We passed by Akureyri, were we slept at the Hamrar camping in the outskirts, it was a nice busy place that even had some rabbits lurking around! A good place to rest for our next day, which had some content.
We had been expecting to get on a Whale Tour since before we even got the camper, we found that the ships were a better choice than the zodiac, for they were higher, and we chose not to stop by the Puffin Island (we’d see them later). We were gifted with the sight of these incredible animals, and we’d gone on a second round if we hadn’t our next step laying south.
We backtracked a bit south and followed route 85 and 845. The lone nothingness of the lava plains before Mývatn is totally worth approaching the lake on this route. We navigated the lake on the southern, eastern and northern shores, stopping often on the amazing lava formations. But nothing prepared us for the very special relation that the shallow magma has with the landscape here: after the mountain pass besides Námafjall see Hverir, with its fumaroles and clay boiling pits, go a bit to the north to see the fields of Krafla, backtrack to finish the day in the natural baths of Mývatn. See the Northern Lights while bathing there, under a full moon? Too much to ask for!
We camped to the East, in road 862 to Dettifoss. Which we saw the next day, and made it all the way to Egilsstaðir, visiting Borgarfjörður and spending the night in Seyðisfjörður. This last place is worth visiting for the mountain pass alone.
The trip to Höfn has a very interesting shortcut through route 939, with some sights to behold. On Höfn we enjoyed the swimming pool, sleeping between glaciers.
On the southern route we saw alm¬ost all glaciers, but didn’t hire any excursion to go on top of them. The sights on the south are quite unlike those on the north. Worth noting the comparison between the misty fjörður and the sandur and Eldhraun plains.
We spent nearly a whole day playing around the Jökulsárlón, and another in the Skaftafell park, from which heights you can see the impressive Skeiðarársandur in its massiveness. We arrived to Vik close to darkness, but on time to see huge amounts of Puffins in the roads to the cliffs (the second left past Vik, specially) and yet still in time to walk the nearly four kilometers to the crashed down DC-3. A path worth walking even though the couple hours it took meant we came back way after sunset.
We camped in road 221, right on the way to see Sólheimajökull, which is worth checking out for you can get quite close. This was the day of the waterfalls, and, if sunny, they’re all worth a check: Skógafoss and both Seljalandsfoss and Gljúfurárbui. We tested the road north to Þorsmörk, but it gets from 249 to F249 pretty fast and not worth travelling (without bigger equipment) while going west it’s worth checking the village of Keldur, with very well kept houses, but a restricted schedule (it was closed when we arrived but we could still check it out). The camping at Hella called Árhús was quite good, but truly, the best upgrade from sleeping in the camper is the easiness to make a couple of toasts in the kitchen.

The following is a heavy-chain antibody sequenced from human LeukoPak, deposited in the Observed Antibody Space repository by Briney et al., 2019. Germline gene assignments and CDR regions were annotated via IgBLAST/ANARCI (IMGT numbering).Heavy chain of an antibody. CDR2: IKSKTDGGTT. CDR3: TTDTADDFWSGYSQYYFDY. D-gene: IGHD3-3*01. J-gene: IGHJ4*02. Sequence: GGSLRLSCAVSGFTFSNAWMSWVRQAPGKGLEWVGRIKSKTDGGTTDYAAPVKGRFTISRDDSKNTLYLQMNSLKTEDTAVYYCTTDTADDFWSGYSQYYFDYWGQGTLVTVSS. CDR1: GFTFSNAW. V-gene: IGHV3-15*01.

Our next day was full of Golden Circle goodness, we chose to follow route 26 along river Þjórsá to pay our respects to the gentle, for now, Hekla. We followed 32 south where both cross, and had the chance to see the Stöng village, both the re-made one and the old one, although the road is more alike to an F road and it’s thus a long hike without the car. After visiting the Þjórsá on both sides we went up road 30 and into Gullfoss, worth checking even though it was not sunny (for we learnt that sun + foss = rainbows). What we found out of this world was the geothermal playground surrounding Geysir, which has been asleep for some years, not like the beloved Strokkur, which was fond of propelling jets of water high into the air every 5-10 minutes. We spent some hours there, until sunset, camping in route 365.
From there we decided to take it slow, write home, visit Þingvellir and its surroundings and fall back to Grindavik’s camping to wrap up on the next day, which would be the last, on which we realized that the Blue Lagoon requires reservation (at least two days, we were informed) so we went to the quiet swimming pool at Grindavik, spending our last hours in the hot pools there. We brought the camper back to the Rent.is people at Keflavik airport and headed back to the airport…
Iceland, we miss you already, we will be back soon.
Read more: Happy family…Happy Camper van
Happy Camping: #CamperStories